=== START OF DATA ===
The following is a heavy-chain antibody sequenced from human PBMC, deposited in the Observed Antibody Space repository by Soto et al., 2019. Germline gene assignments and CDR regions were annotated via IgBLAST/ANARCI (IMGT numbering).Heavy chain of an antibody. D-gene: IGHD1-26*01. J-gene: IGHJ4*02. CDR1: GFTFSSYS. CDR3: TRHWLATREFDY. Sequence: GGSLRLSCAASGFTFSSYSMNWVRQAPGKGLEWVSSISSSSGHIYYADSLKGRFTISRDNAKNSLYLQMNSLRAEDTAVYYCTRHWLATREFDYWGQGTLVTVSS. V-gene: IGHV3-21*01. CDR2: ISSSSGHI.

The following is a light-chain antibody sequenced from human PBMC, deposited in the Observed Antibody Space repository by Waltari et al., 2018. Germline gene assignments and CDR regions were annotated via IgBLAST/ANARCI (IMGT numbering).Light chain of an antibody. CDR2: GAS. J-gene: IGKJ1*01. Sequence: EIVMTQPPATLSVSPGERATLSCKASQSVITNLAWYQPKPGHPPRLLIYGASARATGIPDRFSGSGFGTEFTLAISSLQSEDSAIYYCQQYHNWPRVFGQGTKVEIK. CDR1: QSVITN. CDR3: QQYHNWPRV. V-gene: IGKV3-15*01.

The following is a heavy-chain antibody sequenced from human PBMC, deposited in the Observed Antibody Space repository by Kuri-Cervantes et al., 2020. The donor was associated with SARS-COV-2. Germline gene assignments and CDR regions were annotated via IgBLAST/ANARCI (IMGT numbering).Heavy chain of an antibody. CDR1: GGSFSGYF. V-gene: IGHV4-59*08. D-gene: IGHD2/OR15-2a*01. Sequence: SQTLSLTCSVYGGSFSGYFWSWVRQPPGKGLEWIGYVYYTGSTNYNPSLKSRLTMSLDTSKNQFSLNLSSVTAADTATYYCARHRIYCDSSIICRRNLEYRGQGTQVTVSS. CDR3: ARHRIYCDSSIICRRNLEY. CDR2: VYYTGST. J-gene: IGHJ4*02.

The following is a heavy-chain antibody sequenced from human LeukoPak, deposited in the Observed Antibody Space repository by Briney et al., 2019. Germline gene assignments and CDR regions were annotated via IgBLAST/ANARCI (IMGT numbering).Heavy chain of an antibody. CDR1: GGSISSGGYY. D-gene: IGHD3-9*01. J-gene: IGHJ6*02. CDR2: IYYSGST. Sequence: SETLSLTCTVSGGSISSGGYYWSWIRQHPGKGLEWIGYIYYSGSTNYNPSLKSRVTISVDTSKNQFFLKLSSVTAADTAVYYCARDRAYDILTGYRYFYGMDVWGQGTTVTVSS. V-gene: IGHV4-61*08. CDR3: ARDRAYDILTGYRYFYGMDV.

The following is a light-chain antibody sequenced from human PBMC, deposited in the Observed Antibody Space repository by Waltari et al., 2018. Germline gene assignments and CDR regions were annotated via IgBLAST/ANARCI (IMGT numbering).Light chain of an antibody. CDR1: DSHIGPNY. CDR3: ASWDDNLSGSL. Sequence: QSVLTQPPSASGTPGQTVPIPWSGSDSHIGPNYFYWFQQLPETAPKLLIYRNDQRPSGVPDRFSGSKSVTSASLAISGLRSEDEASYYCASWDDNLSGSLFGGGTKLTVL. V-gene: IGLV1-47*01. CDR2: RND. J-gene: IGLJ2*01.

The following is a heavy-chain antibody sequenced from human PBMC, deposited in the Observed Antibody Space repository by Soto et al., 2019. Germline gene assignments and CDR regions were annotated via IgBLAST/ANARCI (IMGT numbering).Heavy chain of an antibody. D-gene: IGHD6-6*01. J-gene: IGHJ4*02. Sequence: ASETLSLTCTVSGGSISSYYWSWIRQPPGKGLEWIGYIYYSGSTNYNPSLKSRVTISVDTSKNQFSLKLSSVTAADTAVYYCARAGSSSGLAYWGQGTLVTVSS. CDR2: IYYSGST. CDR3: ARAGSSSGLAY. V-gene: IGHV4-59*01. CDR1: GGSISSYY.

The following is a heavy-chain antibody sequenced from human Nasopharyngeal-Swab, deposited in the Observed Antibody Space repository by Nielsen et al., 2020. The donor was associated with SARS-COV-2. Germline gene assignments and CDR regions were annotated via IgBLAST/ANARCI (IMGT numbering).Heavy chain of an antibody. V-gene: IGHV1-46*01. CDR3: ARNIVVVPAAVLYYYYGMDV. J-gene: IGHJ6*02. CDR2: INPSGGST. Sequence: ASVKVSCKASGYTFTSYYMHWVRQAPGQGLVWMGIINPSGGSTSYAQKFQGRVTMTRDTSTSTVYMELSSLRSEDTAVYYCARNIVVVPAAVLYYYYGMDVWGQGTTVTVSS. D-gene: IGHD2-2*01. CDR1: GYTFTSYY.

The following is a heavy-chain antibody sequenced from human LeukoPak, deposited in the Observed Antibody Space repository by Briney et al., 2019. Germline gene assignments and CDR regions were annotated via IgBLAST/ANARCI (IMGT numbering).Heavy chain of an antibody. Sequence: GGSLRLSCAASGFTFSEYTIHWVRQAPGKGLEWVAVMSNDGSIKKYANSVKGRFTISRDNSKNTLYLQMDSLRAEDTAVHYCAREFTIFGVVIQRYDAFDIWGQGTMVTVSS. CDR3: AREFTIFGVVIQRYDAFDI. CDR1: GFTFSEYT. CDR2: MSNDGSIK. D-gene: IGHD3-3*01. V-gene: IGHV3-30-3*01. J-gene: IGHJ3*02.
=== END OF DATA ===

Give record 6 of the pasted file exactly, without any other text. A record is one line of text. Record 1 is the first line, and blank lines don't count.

The following is a heavy-chain antibody sequenced from human PBMC, deposited in the Observed Antibody Space repository by Soto et al., 2019. Germline gene assignments and CDR regions were annotated via IgBLAST/ANARCI (IMGT numbering).Heavy chain of an antibody. D-gene: IGHD6-6*01. J-gene: IGHJ4*02. Sequence: ASETLSLTCTVSGGSISSYYWSWIRQPPGKGLEWIGYIYYSGSTNYNPSLKSRVTISVDTSKNQFSLKLSSVTAADTAVYYCARAGSSSGLAYWGQGTLVTVSS. CDR2: IYYSGST. CDR3: ARAGSSSGLAY. V-gene: IGHV4-59*01. CDR1: GGSISSYY.